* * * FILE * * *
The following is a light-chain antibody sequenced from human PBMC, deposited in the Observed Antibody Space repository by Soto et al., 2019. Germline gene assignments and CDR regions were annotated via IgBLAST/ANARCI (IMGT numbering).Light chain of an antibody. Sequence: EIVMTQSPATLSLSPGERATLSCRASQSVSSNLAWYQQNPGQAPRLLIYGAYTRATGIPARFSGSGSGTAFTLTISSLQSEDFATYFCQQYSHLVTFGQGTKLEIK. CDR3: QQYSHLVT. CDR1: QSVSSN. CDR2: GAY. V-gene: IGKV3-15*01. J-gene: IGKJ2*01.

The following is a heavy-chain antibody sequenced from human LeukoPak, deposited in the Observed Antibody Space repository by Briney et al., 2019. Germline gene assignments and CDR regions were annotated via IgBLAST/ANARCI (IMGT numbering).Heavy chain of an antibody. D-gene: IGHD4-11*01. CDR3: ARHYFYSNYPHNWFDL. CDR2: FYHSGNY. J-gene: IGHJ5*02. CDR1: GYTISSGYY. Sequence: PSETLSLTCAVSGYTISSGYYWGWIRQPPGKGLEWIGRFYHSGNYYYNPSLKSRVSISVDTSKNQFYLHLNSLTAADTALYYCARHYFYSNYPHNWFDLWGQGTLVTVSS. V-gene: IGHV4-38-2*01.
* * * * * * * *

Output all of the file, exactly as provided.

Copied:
The following is a light-chain antibody sequenced from human PBMC, deposited in the Observed Antibody Space repository by Soto et al., 2019. Germline gene assignments and CDR regions were annotated via IgBLAST/ANARCI (IMGT numbering).Light chain of an antibody. Sequence: EIVMTQSPATLSLSPGERATLSCRASQSVSSNLAWYQQNPGQAPRLLIYGAYTRATGIPARFSGSGSGTAFTLTISSLQSEDFATYFCQQYSHLVTFGQGTKLEIK. CDR3: QQYSHLVT. CDR1: QSVSSN. CDR2: GAY. V-gene: IGKV3-15*01. J-gene: IGKJ2*01.

The following is a heavy-chain antibody sequenced from human LeukoPak, deposited in the Observed Antibody Space repository by Briney et al., 2019. Germline gene assignments and CDR regions were annotated via IgBLAST/ANARCI (IMGT numbering).Heavy chain of an antibody. D-gene: IGHD4-11*01. CDR3: ARHYFYSNYPHNWFDL. CDR2: FYHSGNY. J-gene: IGHJ5*02. CDR1: GYTISSGYY. Sequence: PSETLSLTCAVSGYTISSGYYWGWIRQPPGKGLEWIGRFYHSGNYYYNPSLKSRVSISVDTSKNQFYLHLNSLTAADTALYYCARHYFYSNYPHNWFDLWGQGTLVTVSS. V-gene: IGHV4-38-2*01.